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Social Entrepreneur

290 EpisodesProduced by Tony Loyd: Business executive and mentor to social entrepreneursWebsite

Social Entrepreneur exists at the intersection of profit and purpose. We tell positive stories from underrepresented voices, focused on solutions.

23:53

Global Competencies for High School Graduates, with Abby Falik, Global Citizen Year

Global Citizen Year is a program that offers a year of travel, discovery, and growth for high school graduates.

What does it take to succeed in a work world that is volatile, uncertain, complex and ambiguous? How does a young person succeed as a citizen of an integrated global economy? While traditional, fundamental skills are still important, so are empathy, ease with ambiguity, resilience, grit, and global mindset. But how many high school graduates possess these skills?

Abby Falik describes her high school self as an “excellent sheep.” She remembers graduating from high school exhausted. “I had gotten into Stanford, which was very exciting, but I wasn’t super motivated to go,” she explains.

Abby looked for an opportunity for a year of service, similar to the Peace Corps, but she found none available to high school graduates. Abby went on to college, but by her second year of college, Abby found that she needed a break. She took a year off. She lived and worked in Latin America.

“Everything I have done since has been a response to how transformative that year was.”

Abby says she returned to college with confidence and a new sense of purpose. Upon graduation, Abby spent the next ten years apprenticing at various organizations, a period that she describes as a learning process. Eventually she ended up at Harvard Business School, which helped her solidify her plan for Global Citizen Year.

The defining moment for Abby and her dream was a talk she gave at PopTech in 2008.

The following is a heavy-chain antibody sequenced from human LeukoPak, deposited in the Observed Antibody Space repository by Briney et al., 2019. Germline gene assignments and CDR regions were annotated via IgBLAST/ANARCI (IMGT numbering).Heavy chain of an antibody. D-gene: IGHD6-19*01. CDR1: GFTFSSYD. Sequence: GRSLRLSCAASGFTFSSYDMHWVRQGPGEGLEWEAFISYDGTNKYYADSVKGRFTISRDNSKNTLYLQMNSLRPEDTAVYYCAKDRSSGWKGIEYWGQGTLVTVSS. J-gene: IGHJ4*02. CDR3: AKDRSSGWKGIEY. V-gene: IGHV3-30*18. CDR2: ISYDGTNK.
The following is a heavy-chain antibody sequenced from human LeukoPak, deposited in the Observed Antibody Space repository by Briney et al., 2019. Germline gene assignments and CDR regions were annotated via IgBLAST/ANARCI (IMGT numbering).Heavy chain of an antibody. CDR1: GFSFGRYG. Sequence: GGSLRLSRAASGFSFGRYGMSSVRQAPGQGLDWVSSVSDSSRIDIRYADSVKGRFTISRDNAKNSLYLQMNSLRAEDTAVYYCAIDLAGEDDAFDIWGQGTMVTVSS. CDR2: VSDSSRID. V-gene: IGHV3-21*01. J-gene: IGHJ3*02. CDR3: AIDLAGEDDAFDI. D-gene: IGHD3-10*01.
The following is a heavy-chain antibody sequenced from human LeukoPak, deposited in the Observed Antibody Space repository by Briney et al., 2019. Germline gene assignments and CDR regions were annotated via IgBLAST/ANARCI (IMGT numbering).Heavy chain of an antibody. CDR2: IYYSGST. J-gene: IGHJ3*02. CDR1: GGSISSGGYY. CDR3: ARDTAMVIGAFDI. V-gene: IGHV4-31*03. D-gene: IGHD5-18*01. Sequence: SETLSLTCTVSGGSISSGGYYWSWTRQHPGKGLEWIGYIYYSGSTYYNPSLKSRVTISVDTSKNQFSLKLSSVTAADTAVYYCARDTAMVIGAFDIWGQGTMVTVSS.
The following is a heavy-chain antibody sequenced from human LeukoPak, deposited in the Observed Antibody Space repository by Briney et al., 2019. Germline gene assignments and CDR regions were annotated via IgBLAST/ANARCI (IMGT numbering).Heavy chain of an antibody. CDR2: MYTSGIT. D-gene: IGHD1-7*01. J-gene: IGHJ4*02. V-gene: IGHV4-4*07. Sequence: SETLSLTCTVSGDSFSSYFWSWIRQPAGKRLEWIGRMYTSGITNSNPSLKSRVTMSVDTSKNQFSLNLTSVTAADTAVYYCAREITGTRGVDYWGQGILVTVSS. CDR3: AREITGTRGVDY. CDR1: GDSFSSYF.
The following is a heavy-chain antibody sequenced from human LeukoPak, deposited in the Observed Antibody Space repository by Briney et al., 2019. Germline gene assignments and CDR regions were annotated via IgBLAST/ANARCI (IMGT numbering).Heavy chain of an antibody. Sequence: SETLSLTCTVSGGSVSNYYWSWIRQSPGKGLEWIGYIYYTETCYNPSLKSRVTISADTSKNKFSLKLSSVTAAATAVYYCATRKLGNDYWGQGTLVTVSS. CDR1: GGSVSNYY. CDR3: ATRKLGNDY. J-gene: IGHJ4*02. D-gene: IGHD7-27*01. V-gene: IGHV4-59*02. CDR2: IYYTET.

“I recognized at some deeper level that this was the time. I had been cooking this up, incubating the idea since I was 18 in some form or another.”

However, she says she was still unprepared for what she was about to do.

“I had just graduated from business school. I had a business plan but no clue. No money. No team. No idea what to do next.”

It was the response to that talk that convinced her she was on the right path. Abby describes being overwhelmed by the reception as it seemed her idea had resonated with many, many people.

“I could never have imagined how right this idea would be and how timely.”

Abby says she was confident that they would have up to 10,000 students participating within two years but was surprised when that did not happen. One of the major challenges has been to change the mindset of parents and students, she says to me. 

“We are up against so much cultural inertia that says this is how we have always done it. So, the primary challenge that we have faced in growing as quickly as my ambitious, outlandish goals had suggested, is coming up against that fear.”

She says it is a fear that young people and parents have that the child will fall behind or damage their place in the world.

“High school has become a high-stakes game to get into college.”

The toll that the pressure of high school takes on students can be seen in the statistics, according to Abby. In a comprehensive study, the National Student Clearinghouse Research Center found about one-third of college students drop out after one term.